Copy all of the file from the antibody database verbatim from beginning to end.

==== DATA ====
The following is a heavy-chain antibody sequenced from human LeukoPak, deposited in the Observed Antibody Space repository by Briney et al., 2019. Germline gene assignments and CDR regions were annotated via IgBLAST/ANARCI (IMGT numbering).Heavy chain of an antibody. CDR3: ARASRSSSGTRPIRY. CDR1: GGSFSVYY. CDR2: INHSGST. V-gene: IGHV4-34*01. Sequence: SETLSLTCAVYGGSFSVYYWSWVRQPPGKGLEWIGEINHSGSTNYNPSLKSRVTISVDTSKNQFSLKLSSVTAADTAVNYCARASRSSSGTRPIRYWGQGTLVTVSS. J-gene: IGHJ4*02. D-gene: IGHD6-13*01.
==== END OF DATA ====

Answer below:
The following is a heavy-chain antibody sequenced from human LeukoPak, deposited in the Observed Antibody Space repository by Briney et al., 2019. Germline gene assignments and CDR regions were annotated via IgBLAST/ANARCI (IMGT numbering).Heavy chain of an antibody. CDR3: ARASRSSSGTRPIRY. CDR1: GGSFSVYY. CDR2: INHSGST. V-gene: IGHV4-34*01. Sequence: SETLSLTCAVYGGSFSVYYWSWVRQPPGKGLEWIGEINHSGSTNYNPSLKSRVTISVDTSKNQFSLKLSSVTAADTAVNYCARASRSSSGTRPIRYWGQGTLVTVSS. J-gene: IGHJ4*02. D-gene: IGHD6-13*01.